Bear in mind that some shelters have a lot of animals to move.
They have the best intentions, but they can't be as selective in finding
a home for the bird as YOU can be.
So if you really care about the bird, you may want to advertise (on the
internet, in the local news, perhaps by craigslist.com, etc) and
INTERVIEW people, and get to know them. Nobody gets the bird without a
lot of visits to your home to get to know the bird first, and so you can
observe whether the bird is likely to respond to them positively given
some time. Under no circumstances should you just sell or give your
baby to the first caller showing interest.
Make it a long time-involved process, then you'll know they really care
about the bird. Make sure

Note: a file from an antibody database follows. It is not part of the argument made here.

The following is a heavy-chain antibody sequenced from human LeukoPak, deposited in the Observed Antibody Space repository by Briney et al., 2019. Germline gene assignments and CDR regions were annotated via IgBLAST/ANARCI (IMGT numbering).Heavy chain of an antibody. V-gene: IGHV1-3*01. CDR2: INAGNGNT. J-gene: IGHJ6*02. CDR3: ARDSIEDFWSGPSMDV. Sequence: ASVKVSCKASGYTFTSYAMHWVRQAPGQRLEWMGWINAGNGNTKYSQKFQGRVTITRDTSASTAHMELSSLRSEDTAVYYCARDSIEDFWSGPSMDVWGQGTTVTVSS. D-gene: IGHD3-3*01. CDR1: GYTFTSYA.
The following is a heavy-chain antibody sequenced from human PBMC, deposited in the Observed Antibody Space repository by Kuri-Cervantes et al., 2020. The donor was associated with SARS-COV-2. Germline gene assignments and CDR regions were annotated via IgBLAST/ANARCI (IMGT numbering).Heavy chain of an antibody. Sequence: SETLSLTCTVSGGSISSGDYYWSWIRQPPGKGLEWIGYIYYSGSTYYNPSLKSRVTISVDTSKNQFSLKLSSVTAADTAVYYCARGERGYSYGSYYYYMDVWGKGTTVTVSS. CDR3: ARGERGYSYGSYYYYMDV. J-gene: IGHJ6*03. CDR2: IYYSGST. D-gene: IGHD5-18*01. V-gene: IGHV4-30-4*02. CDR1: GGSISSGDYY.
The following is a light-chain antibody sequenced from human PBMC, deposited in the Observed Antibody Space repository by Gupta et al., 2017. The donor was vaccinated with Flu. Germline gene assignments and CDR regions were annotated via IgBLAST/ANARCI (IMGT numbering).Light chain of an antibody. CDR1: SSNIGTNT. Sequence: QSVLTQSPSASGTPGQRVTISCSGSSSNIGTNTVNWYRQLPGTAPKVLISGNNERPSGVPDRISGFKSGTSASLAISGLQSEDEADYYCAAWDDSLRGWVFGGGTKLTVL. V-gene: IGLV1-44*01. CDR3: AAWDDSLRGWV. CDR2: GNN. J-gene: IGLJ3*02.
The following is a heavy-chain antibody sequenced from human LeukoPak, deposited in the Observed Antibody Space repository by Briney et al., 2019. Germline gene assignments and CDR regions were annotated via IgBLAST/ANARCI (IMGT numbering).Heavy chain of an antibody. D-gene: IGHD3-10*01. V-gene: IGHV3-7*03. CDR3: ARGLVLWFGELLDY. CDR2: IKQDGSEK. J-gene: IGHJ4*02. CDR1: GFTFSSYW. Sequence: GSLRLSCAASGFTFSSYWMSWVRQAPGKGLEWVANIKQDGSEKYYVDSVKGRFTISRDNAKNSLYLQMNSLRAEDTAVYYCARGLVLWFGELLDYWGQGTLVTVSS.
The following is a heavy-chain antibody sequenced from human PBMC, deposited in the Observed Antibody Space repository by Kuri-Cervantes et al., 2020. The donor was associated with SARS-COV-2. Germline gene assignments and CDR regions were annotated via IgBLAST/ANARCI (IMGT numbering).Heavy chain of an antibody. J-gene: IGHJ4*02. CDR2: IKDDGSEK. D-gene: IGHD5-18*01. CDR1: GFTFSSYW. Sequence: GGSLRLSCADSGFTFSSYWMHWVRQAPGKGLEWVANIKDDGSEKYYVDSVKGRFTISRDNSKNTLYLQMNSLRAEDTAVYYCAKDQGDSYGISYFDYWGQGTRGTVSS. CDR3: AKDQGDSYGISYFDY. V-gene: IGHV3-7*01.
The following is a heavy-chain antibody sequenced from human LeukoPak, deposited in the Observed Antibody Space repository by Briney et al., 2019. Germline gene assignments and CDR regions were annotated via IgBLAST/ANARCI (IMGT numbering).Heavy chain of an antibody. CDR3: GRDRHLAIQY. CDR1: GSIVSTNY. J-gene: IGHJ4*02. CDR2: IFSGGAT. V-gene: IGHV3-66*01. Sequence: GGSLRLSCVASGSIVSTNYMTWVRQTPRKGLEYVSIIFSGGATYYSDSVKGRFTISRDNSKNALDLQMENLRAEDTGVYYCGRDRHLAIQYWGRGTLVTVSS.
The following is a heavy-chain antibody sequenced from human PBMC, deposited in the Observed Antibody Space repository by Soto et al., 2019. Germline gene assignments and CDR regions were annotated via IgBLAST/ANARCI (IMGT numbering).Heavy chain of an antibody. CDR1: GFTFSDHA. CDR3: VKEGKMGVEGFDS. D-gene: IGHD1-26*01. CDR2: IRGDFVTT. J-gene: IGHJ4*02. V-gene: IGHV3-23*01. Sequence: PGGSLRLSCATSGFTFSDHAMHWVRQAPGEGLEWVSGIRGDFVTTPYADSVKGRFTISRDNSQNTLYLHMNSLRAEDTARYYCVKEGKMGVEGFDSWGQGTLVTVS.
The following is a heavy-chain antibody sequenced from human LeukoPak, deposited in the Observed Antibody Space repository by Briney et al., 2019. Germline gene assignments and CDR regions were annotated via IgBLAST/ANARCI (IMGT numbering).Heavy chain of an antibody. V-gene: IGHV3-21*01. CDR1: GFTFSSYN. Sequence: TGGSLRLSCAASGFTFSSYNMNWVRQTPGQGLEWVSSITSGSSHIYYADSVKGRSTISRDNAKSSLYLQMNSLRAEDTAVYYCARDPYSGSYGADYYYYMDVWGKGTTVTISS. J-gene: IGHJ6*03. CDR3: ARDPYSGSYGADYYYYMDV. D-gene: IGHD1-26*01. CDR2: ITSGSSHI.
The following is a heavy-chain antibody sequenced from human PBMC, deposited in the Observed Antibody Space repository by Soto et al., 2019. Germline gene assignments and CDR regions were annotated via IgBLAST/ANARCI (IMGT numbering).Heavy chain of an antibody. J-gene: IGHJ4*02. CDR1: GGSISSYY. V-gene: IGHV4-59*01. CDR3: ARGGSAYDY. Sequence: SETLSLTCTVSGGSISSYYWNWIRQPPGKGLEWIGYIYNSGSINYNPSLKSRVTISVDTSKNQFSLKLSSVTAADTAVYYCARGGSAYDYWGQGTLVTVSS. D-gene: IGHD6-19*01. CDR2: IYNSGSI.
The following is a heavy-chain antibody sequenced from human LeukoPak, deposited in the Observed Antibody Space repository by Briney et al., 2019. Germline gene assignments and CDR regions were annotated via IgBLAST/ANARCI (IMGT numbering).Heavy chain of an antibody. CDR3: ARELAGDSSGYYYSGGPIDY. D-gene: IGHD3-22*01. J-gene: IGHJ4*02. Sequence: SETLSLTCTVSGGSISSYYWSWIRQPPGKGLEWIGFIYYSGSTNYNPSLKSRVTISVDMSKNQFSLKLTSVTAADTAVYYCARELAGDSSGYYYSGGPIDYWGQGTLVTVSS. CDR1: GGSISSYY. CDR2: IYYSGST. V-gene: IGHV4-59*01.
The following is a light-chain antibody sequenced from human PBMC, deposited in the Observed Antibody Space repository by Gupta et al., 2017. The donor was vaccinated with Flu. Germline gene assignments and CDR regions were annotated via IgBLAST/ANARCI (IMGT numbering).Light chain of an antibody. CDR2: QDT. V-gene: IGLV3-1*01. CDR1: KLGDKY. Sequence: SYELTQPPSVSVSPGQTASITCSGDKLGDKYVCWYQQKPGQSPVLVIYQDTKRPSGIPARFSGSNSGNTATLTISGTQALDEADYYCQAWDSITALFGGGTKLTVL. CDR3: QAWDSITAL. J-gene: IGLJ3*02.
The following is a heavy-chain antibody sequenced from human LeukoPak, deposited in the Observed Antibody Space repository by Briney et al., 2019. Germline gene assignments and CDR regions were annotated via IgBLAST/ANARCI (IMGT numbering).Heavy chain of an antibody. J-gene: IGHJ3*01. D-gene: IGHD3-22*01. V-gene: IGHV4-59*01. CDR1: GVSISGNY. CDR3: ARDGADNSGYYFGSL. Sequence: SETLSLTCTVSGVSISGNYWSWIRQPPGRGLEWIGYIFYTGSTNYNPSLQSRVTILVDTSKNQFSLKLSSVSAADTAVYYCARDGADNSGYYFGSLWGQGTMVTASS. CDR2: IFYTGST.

they're prepared for all the stuff, cost, cleaning, and above all, the
requisite love and attention your bird has come to expect on a daily basis.
Write a CONTRACT with a LONG TRIAL PERIOD. Consider suprise inspections
in the new bird home.
Your bird is precious, nothing is too good. Anybody who wants to adopt
him and doesn't like a contract or trial period probably isn't the right
candidate for your bird. Check the contracts used by rescures/shelters
for an example.
And make sure there's no cats or smoking, etc. Make sure they've really
got no teflon in the kitchen. People who won't give up their teflon
aren't committed to the bird's safety.
Just offering ideas. In my case, my kids love my birds and each bird
has at least one child that it particularly likes too, so as long as my
kids have houses for the noise involved, the birds will have a home, and
my kids have been educated to the many responsibilities involved in
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